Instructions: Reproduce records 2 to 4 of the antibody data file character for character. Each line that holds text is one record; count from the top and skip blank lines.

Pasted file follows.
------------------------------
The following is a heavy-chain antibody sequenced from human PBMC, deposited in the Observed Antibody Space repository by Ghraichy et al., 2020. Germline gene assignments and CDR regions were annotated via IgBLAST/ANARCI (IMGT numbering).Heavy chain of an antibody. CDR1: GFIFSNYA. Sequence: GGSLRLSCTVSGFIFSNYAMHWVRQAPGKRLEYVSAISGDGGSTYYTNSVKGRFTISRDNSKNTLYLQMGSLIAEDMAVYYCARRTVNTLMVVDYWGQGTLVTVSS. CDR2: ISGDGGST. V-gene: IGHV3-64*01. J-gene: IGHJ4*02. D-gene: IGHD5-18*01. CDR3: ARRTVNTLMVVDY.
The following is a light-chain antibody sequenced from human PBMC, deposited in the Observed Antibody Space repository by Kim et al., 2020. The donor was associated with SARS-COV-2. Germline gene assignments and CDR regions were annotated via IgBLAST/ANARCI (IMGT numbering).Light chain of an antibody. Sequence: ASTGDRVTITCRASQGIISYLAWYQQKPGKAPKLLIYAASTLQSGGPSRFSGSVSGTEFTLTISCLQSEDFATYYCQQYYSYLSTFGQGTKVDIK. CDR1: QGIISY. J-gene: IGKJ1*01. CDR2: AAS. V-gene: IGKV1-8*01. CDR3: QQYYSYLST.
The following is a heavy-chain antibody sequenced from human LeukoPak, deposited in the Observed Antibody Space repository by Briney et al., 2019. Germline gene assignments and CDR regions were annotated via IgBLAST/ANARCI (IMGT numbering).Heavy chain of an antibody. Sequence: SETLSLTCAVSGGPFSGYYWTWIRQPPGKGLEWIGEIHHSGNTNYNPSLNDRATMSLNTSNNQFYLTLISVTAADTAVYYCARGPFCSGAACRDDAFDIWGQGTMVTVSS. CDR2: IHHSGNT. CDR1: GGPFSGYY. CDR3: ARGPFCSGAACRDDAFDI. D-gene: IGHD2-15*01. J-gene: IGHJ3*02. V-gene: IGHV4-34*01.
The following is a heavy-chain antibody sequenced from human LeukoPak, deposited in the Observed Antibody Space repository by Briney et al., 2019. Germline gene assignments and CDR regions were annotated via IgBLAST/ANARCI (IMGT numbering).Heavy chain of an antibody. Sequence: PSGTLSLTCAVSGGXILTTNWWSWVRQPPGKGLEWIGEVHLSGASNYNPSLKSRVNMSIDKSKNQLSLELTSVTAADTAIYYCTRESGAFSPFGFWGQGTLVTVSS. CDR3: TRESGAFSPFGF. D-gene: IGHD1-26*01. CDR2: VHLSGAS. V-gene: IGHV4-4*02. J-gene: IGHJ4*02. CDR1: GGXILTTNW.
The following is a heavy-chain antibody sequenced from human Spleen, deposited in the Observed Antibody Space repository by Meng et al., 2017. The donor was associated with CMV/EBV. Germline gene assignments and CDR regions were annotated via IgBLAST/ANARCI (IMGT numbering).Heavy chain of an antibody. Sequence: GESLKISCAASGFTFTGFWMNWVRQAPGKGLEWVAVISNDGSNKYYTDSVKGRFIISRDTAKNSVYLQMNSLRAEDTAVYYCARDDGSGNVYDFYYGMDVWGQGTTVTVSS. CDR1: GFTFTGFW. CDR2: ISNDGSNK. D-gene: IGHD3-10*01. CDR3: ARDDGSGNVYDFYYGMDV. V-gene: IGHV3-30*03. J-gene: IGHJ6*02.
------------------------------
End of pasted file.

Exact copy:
The following is a light-chain antibody sequenced from human PBMC, deposited in the Observed Antibody Space repository by Kim et al., 2020. The donor was associated with SARS-COV-2. Germline gene assignments and CDR regions were annotated via IgBLAST/ANARCI (IMGT numbering).Light chain of an antibody. Sequence: ASTGDRVTITCRASQGIISYLAWYQQKPGKAPKLLIYAASTLQSGGPSRFSGSVSGTEFTLTISCLQSEDFATYYCQQYYSYLSTFGQGTKVDIK. CDR1: QGIISY. J-gene: IGKJ1*01. CDR2: AAS. V-gene: IGKV1-8*01. CDR3: QQYYSYLST.
The following is a heavy-chain antibody sequenced from human LeukoPak, deposited in the Observed Antibody Space repository by Briney et al., 2019. Germline gene assignments and CDR regions were annotated via IgBLAST/ANARCI (IMGT numbering).Heavy chain of an antibody. Sequence: SETLSLTCAVSGGPFSGYYWTWIRQPPGKGLEWIGEIHHSGNTNYNPSLNDRATMSLNTSNNQFYLTLISVTAADTAVYYCARGPFCSGAACRDDAFDIWGQGTMVTVSS. CDR2: IHHSGNT. CDR1: GGPFSGYY. CDR3: ARGPFCSGAACRDDAFDI. D-gene: IGHD2-15*01. J-gene: IGHJ3*02. V-gene: IGHV4-34*01.
The following is a heavy-chain antibody sequenced from human LeukoPak, deposited in the Observed Antibody Space repository by Briney et al., 2019. Germline gene assignments and CDR regions were annotated via IgBLAST/ANARCI (IMGT numbering).Heavy chain of an antibody. Sequence: PSGTLSLTCAVSGGXILTTNWWSWVRQPPGKGLEWIGEVHLSGASNYNPSLKSRVNMSIDKSKNQLSLELTSVTAADTAIYYCTRESGAFSPFGFWGQGTLVTVSS. CDR3: TRESGAFSPFGF. D-gene: IGHD1-26*01. CDR2: VHLSGAS. V-gene: IGHV4-4*02. J-gene: IGHJ4*02. CDR1: GGXILTTNW.